December 2019: The Year of Romance—My year of K-dramas, 2019 edition

By Ally

 

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Romance is a Bonus Book

My brother is getting married at the end of this month. “So what?” You say? He’s in his middle age and this is his first marriage, where marrying was something he never intended to do. For reference, I wrote an end-of-the-year piece last year (https://freethekimchi.wordpress.com/2019/01/05/when-you-cant-ignore-life-because-of-kdramas/) that mentioned my brother in vague terms and how he was coming out of a very dark time in his life (which my 2018 drama-watching emulated). We were very close as children, and although I’m hard on him, and his life-choices, we share a connection emotionally, and it’s flabbergasting (that’s a word, I looked it up) how similar my drama-watching has correlated to his life this year.

Rom-coms were what I fell in love with first in K-dramas. The organic way that people meet and fall in love in most K-dramas was refreshing when I started watching them. I dated to find that soul-mate, that person that I would spend the rest of my life with. Maybe that’s old-fashioned, but that’s what I gravitated towards in K-dramas as well. It’s no surprise that the dramas I enjoyed the most this year had heavy romantic undertones.

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Encounter

Encounter did have a lot going for it initially. A chaebol heiress who falls for a subordinate puppy but the entire time having to weigh the pros and cons of the publicity and if it would look like she was taking advantage of someone much younger and with much less power than she. That’s complicated. Being in a position of power myself, and most my female friends are pretty successful and at the top of their careers as well, it is very difficult to find and date people with similar power matches. A physician friend of mine is amazing, but very picky, and very single. My husband and I tried to set her up with a psychologist once; they talked but never actually went out. My brother is marrying someone much younger as well, but he took up all our advice and dated someone the family knew, someone young, but very intelligent and very capable. Someone looking in from the outside would think that he’s taking advantage of her, but anyone who knows my brother will say that she is the one who will likely steer that ship. Unfortunately, Encounter was not that memorable after the first few episodes, and went the way of most Kdramas by being utterly predictable, without a compelling couple to keep most people interested in it.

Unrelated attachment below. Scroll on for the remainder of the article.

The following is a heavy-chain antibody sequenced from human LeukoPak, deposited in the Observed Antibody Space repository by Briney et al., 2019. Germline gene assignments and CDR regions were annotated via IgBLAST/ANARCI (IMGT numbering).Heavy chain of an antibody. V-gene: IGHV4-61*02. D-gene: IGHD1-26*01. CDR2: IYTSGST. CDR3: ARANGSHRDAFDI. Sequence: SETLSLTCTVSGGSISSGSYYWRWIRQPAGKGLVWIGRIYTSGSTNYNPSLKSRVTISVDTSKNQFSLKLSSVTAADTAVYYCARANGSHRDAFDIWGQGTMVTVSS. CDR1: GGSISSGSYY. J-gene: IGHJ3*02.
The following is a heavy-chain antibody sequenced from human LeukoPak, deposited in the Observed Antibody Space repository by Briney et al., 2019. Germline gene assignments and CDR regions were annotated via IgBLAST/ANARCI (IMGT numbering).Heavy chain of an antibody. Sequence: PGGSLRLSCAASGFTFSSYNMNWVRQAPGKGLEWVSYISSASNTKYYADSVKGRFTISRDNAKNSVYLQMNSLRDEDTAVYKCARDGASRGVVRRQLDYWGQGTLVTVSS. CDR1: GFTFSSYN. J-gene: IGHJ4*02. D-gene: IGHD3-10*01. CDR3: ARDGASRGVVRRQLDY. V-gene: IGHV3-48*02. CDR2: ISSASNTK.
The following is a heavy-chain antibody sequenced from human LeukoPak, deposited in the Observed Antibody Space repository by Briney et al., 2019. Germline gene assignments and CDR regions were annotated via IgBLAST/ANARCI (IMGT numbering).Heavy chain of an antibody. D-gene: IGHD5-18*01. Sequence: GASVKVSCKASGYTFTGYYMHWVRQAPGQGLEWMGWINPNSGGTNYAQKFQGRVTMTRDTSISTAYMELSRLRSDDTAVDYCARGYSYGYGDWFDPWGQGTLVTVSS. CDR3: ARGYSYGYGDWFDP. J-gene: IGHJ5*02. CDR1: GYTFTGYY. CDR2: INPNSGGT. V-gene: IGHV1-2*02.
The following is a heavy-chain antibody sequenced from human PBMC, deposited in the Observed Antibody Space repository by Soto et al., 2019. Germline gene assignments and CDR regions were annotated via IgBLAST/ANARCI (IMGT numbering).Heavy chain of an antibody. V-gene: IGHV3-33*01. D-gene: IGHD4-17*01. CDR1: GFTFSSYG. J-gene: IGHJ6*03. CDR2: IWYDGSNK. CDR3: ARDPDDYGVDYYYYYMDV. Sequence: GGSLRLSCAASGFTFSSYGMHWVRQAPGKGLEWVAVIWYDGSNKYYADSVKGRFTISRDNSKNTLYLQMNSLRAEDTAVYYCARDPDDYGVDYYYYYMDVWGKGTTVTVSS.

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Romance is a Bonus Book

Then there was Romance is a Bonus Book. After being left by her husband, Dani, our heroine, found herself homeless, a single mother, with no support or prospects. No one would hire her because of her age and situation in life. Another acquaintance of mine found herself in this very situation after moving here with her physician husband. At the top of the sales game, she quit work to raise a family for 14 years, but shortly after moving to town, she divorced her husband, and found herself starting over again. Now, she’s not a saint, and I won’t make her one, but not working for over a decade and trying to find a place in the workforce again is daunting for anyone, but finding yourself in a relationship again is even more of a narwhal. Romance is a “bonus” for so many people. We focus on ourselves, becoming productive members of society: successful, self-reliant. Or maybe we become the opposite: depressed, anxious, thinking that we’re not good enough for someone, and that’s when we miss the romance. The latter was my brother, who lost 20 years of his life to depression, and never thinking he was good enough, or that he had anything to offer anyone. It was certainly a “bonus” that he found a romantic relationship–even narwhals exist.

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Reach of Sincerity